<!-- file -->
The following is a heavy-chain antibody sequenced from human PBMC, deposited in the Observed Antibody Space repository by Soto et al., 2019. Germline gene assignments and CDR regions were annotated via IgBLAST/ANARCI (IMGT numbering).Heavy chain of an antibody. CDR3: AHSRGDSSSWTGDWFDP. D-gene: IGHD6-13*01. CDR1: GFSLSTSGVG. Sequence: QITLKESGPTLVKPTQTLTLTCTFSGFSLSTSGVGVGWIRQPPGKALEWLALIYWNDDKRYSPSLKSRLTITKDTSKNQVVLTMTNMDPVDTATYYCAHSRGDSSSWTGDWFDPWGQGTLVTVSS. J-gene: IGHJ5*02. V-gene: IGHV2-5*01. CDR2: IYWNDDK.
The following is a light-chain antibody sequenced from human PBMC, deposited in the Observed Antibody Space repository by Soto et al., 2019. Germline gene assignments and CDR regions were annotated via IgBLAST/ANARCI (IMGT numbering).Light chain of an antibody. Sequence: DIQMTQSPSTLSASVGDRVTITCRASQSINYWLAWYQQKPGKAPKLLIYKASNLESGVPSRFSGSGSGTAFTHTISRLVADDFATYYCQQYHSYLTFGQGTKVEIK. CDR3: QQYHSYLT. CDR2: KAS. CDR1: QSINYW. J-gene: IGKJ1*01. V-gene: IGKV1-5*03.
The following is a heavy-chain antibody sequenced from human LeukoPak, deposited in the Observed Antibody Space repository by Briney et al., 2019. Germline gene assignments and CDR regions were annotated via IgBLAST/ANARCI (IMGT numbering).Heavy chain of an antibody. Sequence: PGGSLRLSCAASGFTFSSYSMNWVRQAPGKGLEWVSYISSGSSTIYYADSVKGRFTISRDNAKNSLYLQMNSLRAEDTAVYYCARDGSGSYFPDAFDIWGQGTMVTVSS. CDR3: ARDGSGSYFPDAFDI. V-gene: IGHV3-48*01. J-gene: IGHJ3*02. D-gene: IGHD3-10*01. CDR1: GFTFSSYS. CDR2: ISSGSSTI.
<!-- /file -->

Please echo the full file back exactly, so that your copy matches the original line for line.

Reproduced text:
The following is a heavy-chain antibody sequenced from human PBMC, deposited in the Observed Antibody Space repository by Soto et al., 2019. Germline gene assignments and CDR regions were annotated via IgBLAST/ANARCI (IMGT numbering).Heavy chain of an antibody. CDR3: AHSRGDSSSWTGDWFDP. D-gene: IGHD6-13*01. CDR1: GFSLSTSGVG. Sequence: QITLKESGPTLVKPTQTLTLTCTFSGFSLSTSGVGVGWIRQPPGKALEWLALIYWNDDKRYSPSLKSRLTITKDTSKNQVVLTMTNMDPVDTATYYCAHSRGDSSSWTGDWFDPWGQGTLVTVSS. J-gene: IGHJ5*02. V-gene: IGHV2-5*01. CDR2: IYWNDDK.
The following is a light-chain antibody sequenced from human PBMC, deposited in the Observed Antibody Space repository by Soto et al., 2019. Germline gene assignments and CDR regions were annotated via IgBLAST/ANARCI (IMGT numbering).Light chain of an antibody. Sequence: DIQMTQSPSTLSASVGDRVTITCRASQSINYWLAWYQQKPGKAPKLLIYKASNLESGVPSRFSGSGSGTAFTHTISRLVADDFATYYCQQYHSYLTFGQGTKVEIK. CDR3: QQYHSYLT. CDR2: KAS. CDR1: QSINYW. J-gene: IGKJ1*01. V-gene: IGKV1-5*03.
The following is a heavy-chain antibody sequenced from human LeukoPak, deposited in the Observed Antibody Space repository by Briney et al., 2019. Germline gene assignments and CDR regions were annotated via IgBLAST/ANARCI (IMGT numbering).Heavy chain of an antibody. Sequence: PGGSLRLSCAASGFTFSSYSMNWVRQAPGKGLEWVSYISSGSSTIYYADSVKGRFTISRDNAKNSLYLQMNSLRAEDTAVYYCARDGSGSYFPDAFDIWGQGTMVTVSS. CDR3: ARDGSGSYFPDAFDI. V-gene: IGHV3-48*01. J-gene: IGHJ3*02. D-gene: IGHD3-10*01. CDR1: GFTFSSYS. CDR2: ISSGSSTI.